Both teams played carefully after the Canadian goal, and we were off to overtime to settle this game and determine who would take the gold medal home as World Champions.

It didn't take long to determine a winner as we saw the "golden goal" just 1:50 into the extra frame.
How about that pass from Meghan Agosta? Instead of trying to feed it through to Tessa Bonhomme, she showed just enough patience to allow Caroline Ouellette to jump into the slot, and Ouellette buried it past Schaus.

"Really who made the play of the game on that was Tessa Bonhomme," Ouellette told The Canadian Press. "She saw I was coming off the bench, she went to the net and brought everyone with her. I yelled as loud as I could.

"I think Meghan Agosta was about to shoot and she heard me. She passed to me and Tessa Bonhomme was in front of the goalie and she didn't see anything. I just had to shoot."

Canada won its first World Hockey Championship since 2007 in Winnipeg. The event actually set an attendance record for Women's Worlds held in the US. Total attendance was 26,205 for an average of 1,247 over the 21 games. With the conclusion of the tournament, the final standings were as follows:
  • Canada (gold)
  • USA (silver)
  • Switzerland (bronze)
  • Finland
  • Sweden
  • Russia
  • Germany
  • Slovakia
The awards for the best players at each position were handed out after the game. The Directorate Awards went to Swiss goaltender Florence Schelling, Finnish defenceman Jenni Hiirikoski, and American forward Kelli Stack. The tournament all-stars were also announced after the game. The players named were as follows:
  • Goaltender: Florence Schelling (Switzerland)
  • Defence: Gigi Marvin (USA)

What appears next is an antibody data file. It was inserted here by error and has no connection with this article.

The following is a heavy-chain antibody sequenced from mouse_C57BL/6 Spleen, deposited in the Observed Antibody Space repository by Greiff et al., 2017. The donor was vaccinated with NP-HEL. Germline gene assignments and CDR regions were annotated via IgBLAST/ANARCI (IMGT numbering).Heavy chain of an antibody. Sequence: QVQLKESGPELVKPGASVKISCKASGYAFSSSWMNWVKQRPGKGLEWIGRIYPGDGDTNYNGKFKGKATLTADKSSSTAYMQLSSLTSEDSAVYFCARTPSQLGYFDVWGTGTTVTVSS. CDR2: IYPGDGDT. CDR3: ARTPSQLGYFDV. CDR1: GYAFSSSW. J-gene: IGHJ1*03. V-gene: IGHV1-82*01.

• Defence: Laura Fortino (Canada)
  • Forward: Monique Lamoureux-Kolls (USA)
  • Forward: Kelli Stack (USA)
  • Forward: Hayley Wickenheiser (Canada)
As a note, Schelling was outstanding in Switzerland's 6-2 win over Finland in the bronze medal game. Schelling stopped 50 shots in the victory, and was entirely the reason that Finland was denied the bronze medal. In terms of being named the best goaltender and a tournament all-star, she absolutely deserved the accolades as she finished the tournament with a 3.33 GAA and a .932 save percentage in the five games she played. She was, undoubtedly, the best player not wearing a maple leaf or the stars and stripes.

The top scorer in the tournament was American Monique Lamoureux-Kolls with 14 points. American defenceman Gigi Marvin was the top-scoring rearguard with nine points. Lamoureux-Kolls also led the tournament with seven goals. Hayley Wickenheiser was Canada's top scorer with ten points. American Brianna Decker led the tournament in plus/minus with a +13.

Another great tournament that ended with the two arch-rivals sees Canada win this long-running feud! Well done, ladies, and great work on bringing home the gold medal!

Until next time, keep your sticks on the ice!